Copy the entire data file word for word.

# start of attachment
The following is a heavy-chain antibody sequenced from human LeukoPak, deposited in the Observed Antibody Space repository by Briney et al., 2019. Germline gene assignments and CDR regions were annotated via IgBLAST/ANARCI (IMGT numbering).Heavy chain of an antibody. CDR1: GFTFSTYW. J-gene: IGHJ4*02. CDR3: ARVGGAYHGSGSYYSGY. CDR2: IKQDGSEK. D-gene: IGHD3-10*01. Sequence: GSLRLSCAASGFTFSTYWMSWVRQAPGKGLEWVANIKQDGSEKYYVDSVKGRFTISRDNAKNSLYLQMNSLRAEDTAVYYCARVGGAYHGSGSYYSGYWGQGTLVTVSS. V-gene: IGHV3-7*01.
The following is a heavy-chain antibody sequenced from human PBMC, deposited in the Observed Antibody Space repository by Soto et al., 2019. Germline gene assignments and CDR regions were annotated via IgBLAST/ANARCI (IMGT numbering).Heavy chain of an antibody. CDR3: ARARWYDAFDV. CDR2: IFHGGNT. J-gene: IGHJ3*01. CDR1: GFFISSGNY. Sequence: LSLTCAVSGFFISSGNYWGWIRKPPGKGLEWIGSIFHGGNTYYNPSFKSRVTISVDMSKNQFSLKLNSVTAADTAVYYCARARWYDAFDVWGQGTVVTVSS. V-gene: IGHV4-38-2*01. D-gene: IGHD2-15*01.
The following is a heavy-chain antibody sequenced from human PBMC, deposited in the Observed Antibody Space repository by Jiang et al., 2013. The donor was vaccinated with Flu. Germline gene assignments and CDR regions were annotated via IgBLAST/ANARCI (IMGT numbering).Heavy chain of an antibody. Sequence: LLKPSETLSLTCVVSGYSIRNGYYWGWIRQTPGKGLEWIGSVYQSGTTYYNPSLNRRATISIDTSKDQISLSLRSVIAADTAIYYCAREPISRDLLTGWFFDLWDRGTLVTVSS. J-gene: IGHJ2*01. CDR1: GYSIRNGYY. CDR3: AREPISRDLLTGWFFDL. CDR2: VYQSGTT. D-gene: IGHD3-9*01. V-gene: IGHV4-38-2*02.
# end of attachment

The following is a heavy-chain antibody sequenced from human LeukoPak, deposited in the Observed Antibody Space repository by Briney et al., 2019. Germline gene assignments and CDR regions were annotated via IgBLAST/ANARCI (IMGT numbering).Heavy chain of an antibody. CDR1: GFTFSTYW. J-gene: IGHJ4*02. CDR3: ARVGGAYHGSGSYYSGY. CDR2: IKQDGSEK. D-gene: IGHD3-10*01. Sequence: GSLRLSCAASGFTFSTYWMSWVRQAPGKGLEWVANIKQDGSEKYYVDSVKGRFTISRDNAKNSLYLQMNSLRAEDTAVYYCARVGGAYHGSGSYYSGYWGQGTLVTVSS. V-gene: IGHV3-7*01.
The following is a heavy-chain antibody sequenced from human PBMC, deposited in the Observed Antibody Space repository by Soto et al., 2019. Germline gene assignments and CDR regions were annotated via IgBLAST/ANARCI (IMGT numbering).Heavy chain of an antibody. CDR3: ARARWYDAFDV. CDR2: IFHGGNT. J-gene: IGHJ3*01. CDR1: GFFISSGNY. Sequence: LSLTCAVSGFFISSGNYWGWIRKPPGKGLEWIGSIFHGGNTYYNPSFKSRVTISVDMSKNQFSLKLNSVTAADTAVYYCARARWYDAFDVWGQGTVVTVSS. V-gene: IGHV4-38-2*01. D-gene: IGHD2-15*01.
The following is a heavy-chain antibody sequenced from human PBMC, deposited in the Observed Antibody Space repository by Jiang et al., 2013. The donor was vaccinated with Flu. Germline gene assignments and CDR regions were annotated via IgBLAST/ANARCI (IMGT numbering).Heavy chain of an antibody. Sequence: LLKPSETLSLTCVVSGYSIRNGYYWGWIRQTPGKGLEWIGSVYQSGTTYYNPSLNRRATISIDTSKDQISLSLRSVIAADTAIYYCAREPISRDLLTGWFFDLWDRGTLVTVSS. J-gene: IGHJ2*01. CDR1: GYSIRNGYY. CDR3: AREPISRDLLTGWFFDL. CDR2: VYQSGTT. D-gene: IGHD3-9*01. V-gene: IGHV4-38-2*02.